These mysterious features have so far defied all attempts to explain them. They were obviously related to some practices or rituals that the Pansakulikas did but what these were no one knows. For at least two centuries the Pansakulikas commanded enormous respect from both kings and commoners. But over the centuries they accumulated vast estates and their asceticism became more symbolic rather than real. In the 12th century they split into two rival sects and during the reign Vijayabahu I they left Polonnaruva in a huff when their wealth was confiscated as a part of the kings attempts to reform and unite the Sangha. After that they disappeared from history.

The ruins at Ritigala comprise nearly 50 double platforms and other buildings and cover an area of about 120 acres. It can be worthwhile just following any path one happens to find and see where it leads. But be careful, the jungle is very thick and it is easy to get lost. Also be careful of snakes particularly the adder which becomes very still when approached and thus is easy to tread on. To the left of the parking area at Ritigala a rough path leads through the jungle to several caves where some eight monks are living. This is a properly functioning meditation monastery so if you do decide to visit maintain an attitude of quiet respect.

Entering the ruins the pilgrim comes to a huge man-made reservoir created by building a bund across a valley down which two streams flow from the mountain. The circumference of the receiver is 1,200 feet and its inside is lined with stones meant to protect it and also to serve as steps for bathers. The top of the bund is also paved with large stones. Before being breached this reservoir would have held about 2 million gallons of water. Ritigala’s monks would have used this water for drinking and bathing but they probably also earned an income from it by channeling it to farmers. The path to the ruins runs along the southern bank of the reservoir, crosses a bridge, passes a circus and then leads to the first buildings. Turning right the pilgrim will come to the main refectory. This large rectangular building with a sunken and paved courtyard in its center with pillars around it. Note the several types of grindstones and the stone trough. As there were no villages nearby the monks could not go begging every day to get their food. Devotees probably donated raw rice which was cooked by the monastery staff and then offered to the monks.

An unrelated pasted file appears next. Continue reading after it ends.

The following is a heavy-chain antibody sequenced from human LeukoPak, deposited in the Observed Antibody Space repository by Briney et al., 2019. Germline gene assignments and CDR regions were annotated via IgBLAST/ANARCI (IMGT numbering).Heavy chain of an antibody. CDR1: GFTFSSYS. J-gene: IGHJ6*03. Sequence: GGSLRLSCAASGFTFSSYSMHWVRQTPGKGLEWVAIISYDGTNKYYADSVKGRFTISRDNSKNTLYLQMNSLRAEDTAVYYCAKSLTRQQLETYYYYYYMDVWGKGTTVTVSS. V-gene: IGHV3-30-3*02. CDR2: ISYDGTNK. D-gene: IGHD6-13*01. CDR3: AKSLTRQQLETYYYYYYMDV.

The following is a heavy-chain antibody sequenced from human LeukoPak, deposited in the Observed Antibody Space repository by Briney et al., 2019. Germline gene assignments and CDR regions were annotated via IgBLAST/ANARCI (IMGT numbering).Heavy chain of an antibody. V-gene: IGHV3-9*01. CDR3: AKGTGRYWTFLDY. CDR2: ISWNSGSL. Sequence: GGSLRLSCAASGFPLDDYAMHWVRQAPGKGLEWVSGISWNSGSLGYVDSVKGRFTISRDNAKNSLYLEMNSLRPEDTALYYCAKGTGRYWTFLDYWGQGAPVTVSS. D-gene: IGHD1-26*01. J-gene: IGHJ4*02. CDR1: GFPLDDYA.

Monkeys at Ritigala

Just near the refectory is a large area enclosed by a wall which like most of the structures at Ritigala is made of huge finely cut and dressed slabs of stone. Within this area are two pairs of double platforms. Note how perfectly the stones fit together. These seem to have been the monastery’s main reception buildings. On the northern end of the enclosure wall is a path that leads down a ravine to a river where there is a stone bridge and a bathing place. Return to near the north west corner of the enclosed area and the pilgrim will see a path leading westward through very thick forest. This paved path runs for about a 1000 feet and has several flights of stairs to allow for the incline and more difficult to understand, two roundabouts. The first of these roundabouts, roughly halfway along the path, is the largest, while the second smaller one is towards the end of the path. A little before the first roundabouts a path leads off to the left to an impressive stone bridge, several double platforms and caves.

How to Get There
The turn off to Ritigala is on the main Anuradhapura-Polonnaruva road some 7 km from Ganawalpola and about 16 miles from Habarana between the 6 and 7 mile post. The ruins are about 3 miles from the turn off and the road is unpaved but in good condition. The ruins are situated roughly half way along the mountain on its eastern side.

© 2007 Copyright Ven. S. Dhammika & BuddhaNet/Buddha Dharma Education Association Inc.

This post first appeared on Sri Lanka Holidays Skanda Pandia Lanka Light And E, please read the originial post: here

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Unmada Chithra (The beauty who overwhelm one & all with maddening desire)